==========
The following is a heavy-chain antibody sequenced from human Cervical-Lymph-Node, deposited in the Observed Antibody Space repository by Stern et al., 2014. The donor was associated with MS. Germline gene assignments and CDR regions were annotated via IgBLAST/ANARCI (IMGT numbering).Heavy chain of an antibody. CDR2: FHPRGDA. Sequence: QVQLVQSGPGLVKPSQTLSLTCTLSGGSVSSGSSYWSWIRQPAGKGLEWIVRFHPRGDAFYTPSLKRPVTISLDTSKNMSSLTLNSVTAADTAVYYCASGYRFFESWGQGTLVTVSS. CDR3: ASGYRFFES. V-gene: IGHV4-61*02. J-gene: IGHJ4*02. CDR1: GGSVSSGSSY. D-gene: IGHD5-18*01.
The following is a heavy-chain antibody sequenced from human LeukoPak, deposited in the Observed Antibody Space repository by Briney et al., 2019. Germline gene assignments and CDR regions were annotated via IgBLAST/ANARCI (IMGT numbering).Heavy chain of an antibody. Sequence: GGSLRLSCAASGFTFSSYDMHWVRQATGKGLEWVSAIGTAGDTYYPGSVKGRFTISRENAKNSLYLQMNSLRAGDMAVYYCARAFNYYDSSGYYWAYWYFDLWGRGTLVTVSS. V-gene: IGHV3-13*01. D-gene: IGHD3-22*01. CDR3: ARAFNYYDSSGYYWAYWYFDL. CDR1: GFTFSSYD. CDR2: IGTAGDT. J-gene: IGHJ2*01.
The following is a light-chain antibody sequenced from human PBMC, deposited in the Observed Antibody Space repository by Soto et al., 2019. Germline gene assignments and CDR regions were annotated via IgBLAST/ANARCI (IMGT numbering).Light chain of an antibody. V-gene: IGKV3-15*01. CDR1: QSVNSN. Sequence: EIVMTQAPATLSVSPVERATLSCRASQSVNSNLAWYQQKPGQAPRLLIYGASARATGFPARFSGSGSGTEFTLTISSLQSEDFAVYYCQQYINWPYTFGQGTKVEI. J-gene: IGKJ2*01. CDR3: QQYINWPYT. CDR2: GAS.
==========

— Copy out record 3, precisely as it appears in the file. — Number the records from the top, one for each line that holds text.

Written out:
The following is a light-chain antibody sequenced from human PBMC, deposited in the Observed Antibody Space repository by Soto et al., 2019. Germline gene assignments and CDR regions were annotated via IgBLAST/ANARCI (IMGT numbering).Light chain of an antibody. V-gene: IGKV3-15*01. CDR1: QSVNSN. Sequence: EIVMTQAPATLSVSPVERATLSCRASQSVNSNLAWYQQKPGQAPRLLIYGASARATGFPARFSGSGSGTEFTLTISSLQSEDFAVYYCQQYINWPYTFGQGTKVEI. J-gene: IGKJ2*01. CDR3: QQYINWPYT. CDR2: GAS.